Howey: Tax repeals and the promise of Gov. Pence

In the past month, I feared that Gov. Mike Pence and legislative Republican leaders had a rude surprise for us middle-class working stiffs.

Posted on Jan. 30, 2014 at 2:28 p.m.

INDIANAPOLIS — Seven out of 10 Hoosiers live in a city, suburb or town.

In the past month, I feared that Gov. Mike Pence and legislative Republican leaders had a rude surprise for us middle-class working stiffs. They want to repeal the business personal property tax in an effort to improve what is already one of the best business climates in the nation. They are attempting to begin a phase-out on new business equipment this year, with the goal of a total repeal a few years down the road.

This is good, right? Aren’t all tax cuts good?

Perhaps, unless the tax cut for businesses and big corporations is made up in the form of local option income taxes. A local option income tax means that they want individual counties to make up the $500 million to $1 billion or so in revenues lost to local governments, libraries and schools by dinging your paycheck.

Earlier this month, Pence said in his annual State of the State address, “To make Indiana more competitive let’s find a responsible way to phase out this tax. But, let’s do it in a way that protects our local governments and doesn’t shift the burden of a business tax onto the backs of hardworking Hoosiers.”

So that is the dilemma facing the governor and legislative Republicans. The constitutional property tax caps passed by voters in 2008 have already sliced away significant portions of municipal budgets. Cities like Terre Haute and Muncie have had to slash budgets by millions of dollars. What mayors and city councils are now facing is cleaving into bone.

Terre Haute Mayor Duke Bennett, a Republican, told the Tribune-Star it could lose $4 million of a $33 million general fund budget. ”We can’t sustain another $4 million hit on the general fund.” Bennett said that without replacement revenue, the city would be forced to cut 150 employees. “A big portion of that would be policemen and firemen,” he said. “We’ve cut all of the other areas to the bone, basically.”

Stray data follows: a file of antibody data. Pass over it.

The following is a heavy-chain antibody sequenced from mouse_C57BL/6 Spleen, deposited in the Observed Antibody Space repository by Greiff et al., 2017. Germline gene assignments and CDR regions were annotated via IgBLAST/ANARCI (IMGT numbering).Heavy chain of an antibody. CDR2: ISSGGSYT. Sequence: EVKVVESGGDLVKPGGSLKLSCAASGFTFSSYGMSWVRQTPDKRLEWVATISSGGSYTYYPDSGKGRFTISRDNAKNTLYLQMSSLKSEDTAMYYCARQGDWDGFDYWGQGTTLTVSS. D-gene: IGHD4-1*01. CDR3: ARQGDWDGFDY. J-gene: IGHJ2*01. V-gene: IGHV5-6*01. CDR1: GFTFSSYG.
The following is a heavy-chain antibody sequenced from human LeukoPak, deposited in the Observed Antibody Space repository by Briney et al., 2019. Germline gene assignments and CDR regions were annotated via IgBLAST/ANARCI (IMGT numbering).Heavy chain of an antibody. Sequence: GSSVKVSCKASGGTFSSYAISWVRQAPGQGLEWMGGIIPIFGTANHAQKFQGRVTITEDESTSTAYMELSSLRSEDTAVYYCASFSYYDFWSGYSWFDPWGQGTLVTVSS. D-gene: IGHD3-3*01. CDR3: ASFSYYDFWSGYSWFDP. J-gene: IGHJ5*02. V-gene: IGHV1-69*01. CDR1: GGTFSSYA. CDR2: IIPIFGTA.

What the tax caps and now a potential business personal property tax repeal could end up creating communities that can't afford to bus their kids to school, keep the street lights on, plow the snow, and fix the streets.

Two bills in the General Assembly — House Bill 1001 and Senate Bill 1 — begin the repeal process, but neither one of them has replacement revenue for municipalities and counties, other than a slow phase-out and the income tax. SB1 would form a summer study committee while eliminating the tax for businesses with less than $25,000 in property.

There are about six weeks left in this session, and the replacement part of this equation is sketchy at best, and revealing when you consider how ill-prepared the governor and legislative leaders have been to find a replacement solution.

As they say on ESPN, "C'mon, man!"

Last week, Republican mayors Greg Ballard of Indianapolis, Jim Brainard of Carmel, Lloyd Winnecke of Evansville and Democrat mayors Greg Goodnight of Kokomo, Tom Henry of Fort Wayne and Peter Buttigieg of South Bend met with Pence to express their alarm at what cities would face with a repeal and no replacement.

Pence sent a letter to mayors later in the day, saying, “I want to assure you that I understand your concerns. You provide essential services to your citizens, and I can see why some believe the phase-out of the business personal property tax could threaten service delivery. I have said that we cannot phase out this tax in a way that shifts the tax burden to hard-working Hoosiers. You may be assured that I will stand by these commitments to your community and your citizens.”

Winnecke emerged from the meeting, telling the Evansville Courier & Press, “He reiterated to us that he would not sign any legislation that was not revenue neutral to communities. He reiterated that point several times during the meeting.”

Here’s a couple of closing thoughts. First, over the past 10 years, Indiana has dramatically altered its tax structure. Who are the winners and losers? I'm not sure anyone can tell you. We need a timeout, and a comprehensive study of what's been accomplished and whether the winners have won too much and the losers are just poor schmoes.

Secondly, Pence is on record saying he understands the dilemma, and that replacement revenue will be found.

We need to hold him to that promise.

Howey, a former Elkhart Truth reporter, publishes at www.howeypolitics.com.

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